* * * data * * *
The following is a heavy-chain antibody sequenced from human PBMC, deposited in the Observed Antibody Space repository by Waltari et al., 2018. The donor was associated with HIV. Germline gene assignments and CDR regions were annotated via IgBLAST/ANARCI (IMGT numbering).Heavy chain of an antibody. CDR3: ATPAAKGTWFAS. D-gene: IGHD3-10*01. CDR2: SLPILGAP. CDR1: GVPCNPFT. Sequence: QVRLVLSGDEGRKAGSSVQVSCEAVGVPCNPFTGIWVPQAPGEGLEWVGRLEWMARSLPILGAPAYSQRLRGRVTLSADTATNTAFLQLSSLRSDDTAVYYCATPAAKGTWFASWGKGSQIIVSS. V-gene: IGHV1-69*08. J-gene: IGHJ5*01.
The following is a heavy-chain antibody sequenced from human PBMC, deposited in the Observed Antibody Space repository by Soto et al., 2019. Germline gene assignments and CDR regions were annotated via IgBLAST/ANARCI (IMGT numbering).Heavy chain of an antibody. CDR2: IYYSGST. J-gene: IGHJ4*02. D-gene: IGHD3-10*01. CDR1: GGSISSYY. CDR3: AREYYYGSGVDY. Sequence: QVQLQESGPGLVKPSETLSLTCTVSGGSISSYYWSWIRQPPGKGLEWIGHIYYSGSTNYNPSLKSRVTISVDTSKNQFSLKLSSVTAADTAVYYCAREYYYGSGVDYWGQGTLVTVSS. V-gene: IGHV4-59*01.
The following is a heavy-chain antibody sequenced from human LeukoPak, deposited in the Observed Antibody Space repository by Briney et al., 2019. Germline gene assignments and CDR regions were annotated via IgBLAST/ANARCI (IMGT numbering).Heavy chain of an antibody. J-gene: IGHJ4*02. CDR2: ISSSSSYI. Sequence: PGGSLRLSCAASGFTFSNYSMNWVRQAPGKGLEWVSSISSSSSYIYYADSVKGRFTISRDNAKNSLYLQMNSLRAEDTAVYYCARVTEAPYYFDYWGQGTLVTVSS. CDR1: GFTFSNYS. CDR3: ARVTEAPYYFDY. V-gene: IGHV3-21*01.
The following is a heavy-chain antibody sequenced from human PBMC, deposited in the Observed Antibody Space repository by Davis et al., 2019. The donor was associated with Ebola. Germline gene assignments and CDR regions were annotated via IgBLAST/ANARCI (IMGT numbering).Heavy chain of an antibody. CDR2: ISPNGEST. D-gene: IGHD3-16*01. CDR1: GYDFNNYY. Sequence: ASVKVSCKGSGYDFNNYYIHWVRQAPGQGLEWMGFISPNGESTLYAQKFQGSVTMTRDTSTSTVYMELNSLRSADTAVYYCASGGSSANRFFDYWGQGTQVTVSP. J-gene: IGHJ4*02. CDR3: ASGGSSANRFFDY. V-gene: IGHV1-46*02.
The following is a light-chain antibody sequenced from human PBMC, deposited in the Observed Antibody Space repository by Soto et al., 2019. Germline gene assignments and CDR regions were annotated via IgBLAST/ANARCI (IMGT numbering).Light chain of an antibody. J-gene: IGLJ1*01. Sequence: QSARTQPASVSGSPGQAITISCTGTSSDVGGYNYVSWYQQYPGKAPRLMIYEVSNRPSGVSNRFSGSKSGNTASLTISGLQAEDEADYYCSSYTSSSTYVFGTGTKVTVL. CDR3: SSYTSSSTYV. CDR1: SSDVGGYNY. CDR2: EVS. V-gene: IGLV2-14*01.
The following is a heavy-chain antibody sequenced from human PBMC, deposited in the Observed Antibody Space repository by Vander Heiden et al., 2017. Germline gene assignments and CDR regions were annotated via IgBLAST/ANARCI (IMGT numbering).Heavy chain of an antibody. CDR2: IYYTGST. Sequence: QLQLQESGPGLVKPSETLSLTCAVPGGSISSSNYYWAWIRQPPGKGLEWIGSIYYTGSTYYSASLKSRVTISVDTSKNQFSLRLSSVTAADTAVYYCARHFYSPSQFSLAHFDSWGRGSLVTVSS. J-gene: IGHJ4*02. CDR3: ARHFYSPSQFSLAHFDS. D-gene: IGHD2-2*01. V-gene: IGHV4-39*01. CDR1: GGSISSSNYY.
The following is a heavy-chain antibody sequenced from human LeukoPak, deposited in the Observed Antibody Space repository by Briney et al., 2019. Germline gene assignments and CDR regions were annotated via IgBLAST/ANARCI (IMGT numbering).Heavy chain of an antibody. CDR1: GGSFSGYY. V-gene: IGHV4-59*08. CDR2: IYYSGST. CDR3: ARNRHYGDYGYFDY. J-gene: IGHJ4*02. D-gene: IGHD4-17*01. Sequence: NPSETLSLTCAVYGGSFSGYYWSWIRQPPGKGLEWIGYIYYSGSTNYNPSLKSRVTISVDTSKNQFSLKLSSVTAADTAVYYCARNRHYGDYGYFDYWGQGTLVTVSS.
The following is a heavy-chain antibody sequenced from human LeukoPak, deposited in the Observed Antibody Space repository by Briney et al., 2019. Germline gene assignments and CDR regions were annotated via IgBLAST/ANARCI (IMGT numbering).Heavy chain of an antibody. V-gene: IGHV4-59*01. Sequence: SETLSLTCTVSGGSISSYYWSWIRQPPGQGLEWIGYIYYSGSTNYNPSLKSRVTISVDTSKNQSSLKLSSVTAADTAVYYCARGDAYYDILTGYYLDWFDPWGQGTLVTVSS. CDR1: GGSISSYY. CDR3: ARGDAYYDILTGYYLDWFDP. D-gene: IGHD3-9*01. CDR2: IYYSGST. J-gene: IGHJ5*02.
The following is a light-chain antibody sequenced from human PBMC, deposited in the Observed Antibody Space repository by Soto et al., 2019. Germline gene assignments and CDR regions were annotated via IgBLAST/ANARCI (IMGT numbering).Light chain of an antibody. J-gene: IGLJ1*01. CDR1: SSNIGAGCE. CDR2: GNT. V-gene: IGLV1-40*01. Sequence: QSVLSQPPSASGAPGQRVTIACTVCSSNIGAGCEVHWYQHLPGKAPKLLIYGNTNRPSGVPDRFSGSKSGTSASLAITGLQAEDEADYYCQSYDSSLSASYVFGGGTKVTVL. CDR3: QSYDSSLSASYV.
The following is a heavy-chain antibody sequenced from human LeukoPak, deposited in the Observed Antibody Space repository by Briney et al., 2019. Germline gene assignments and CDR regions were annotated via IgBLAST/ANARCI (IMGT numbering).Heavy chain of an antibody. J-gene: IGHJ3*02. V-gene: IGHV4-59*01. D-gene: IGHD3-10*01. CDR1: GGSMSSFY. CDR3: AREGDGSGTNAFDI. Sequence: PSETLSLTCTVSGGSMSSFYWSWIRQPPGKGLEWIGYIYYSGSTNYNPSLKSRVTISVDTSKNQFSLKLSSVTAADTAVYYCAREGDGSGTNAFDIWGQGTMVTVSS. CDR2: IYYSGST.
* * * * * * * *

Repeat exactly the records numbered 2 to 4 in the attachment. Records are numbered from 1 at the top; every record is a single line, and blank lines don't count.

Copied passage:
The following is a heavy-chain antibody sequenced from human PBMC, deposited in the Observed Antibody Space repository by Soto et al., 2019. Germline gene assignments and CDR regions were annotated via IgBLAST/ANARCI (IMGT numbering).Heavy chain of an antibody. CDR2: IYYSGST. J-gene: IGHJ4*02. D-gene: IGHD3-10*01. CDR1: GGSISSYY. CDR3: AREYYYGSGVDY. Sequence: QVQLQESGPGLVKPSETLSLTCTVSGGSISSYYWSWIRQPPGKGLEWIGHIYYSGSTNYNPSLKSRVTISVDTSKNQFSLKLSSVTAADTAVYYCAREYYYGSGVDYWGQGTLVTVSS. V-gene: IGHV4-59*01.
The following is a heavy-chain antibody sequenced from human LeukoPak, deposited in the Observed Antibody Space repository by Briney et al., 2019. Germline gene assignments and CDR regions were annotated via IgBLAST/ANARCI (IMGT numbering).Heavy chain of an antibody. J-gene: IGHJ4*02. CDR2: ISSSSSYI. Sequence: PGGSLRLSCAASGFTFSNYSMNWVRQAPGKGLEWVSSISSSSSYIYYADSVKGRFTISRDNAKNSLYLQMNSLRAEDTAVYYCARVTEAPYYFDYWGQGTLVTVSS. CDR1: GFTFSNYS. CDR3: ARVTEAPYYFDY. V-gene: IGHV3-21*01.
The following is a heavy-chain antibody sequenced from human PBMC, deposited in the Observed Antibody Space repository by Davis et al., 2019. The donor was associated with Ebola. Germline gene assignments and CDR regions were annotated via IgBLAST/ANARCI (IMGT numbering).Heavy chain of an antibody. CDR2: ISPNGEST. D-gene: IGHD3-16*01. CDR1: GYDFNNYY. Sequence: ASVKVSCKGSGYDFNNYYIHWVRQAPGQGLEWMGFISPNGESTLYAQKFQGSVTMTRDTSTSTVYMELNSLRSADTAVYYCASGGSSANRFFDYWGQGTQVTVSP. J-gene: IGHJ4*02. CDR3: ASGGSSANRFFDY. V-gene: IGHV1-46*02.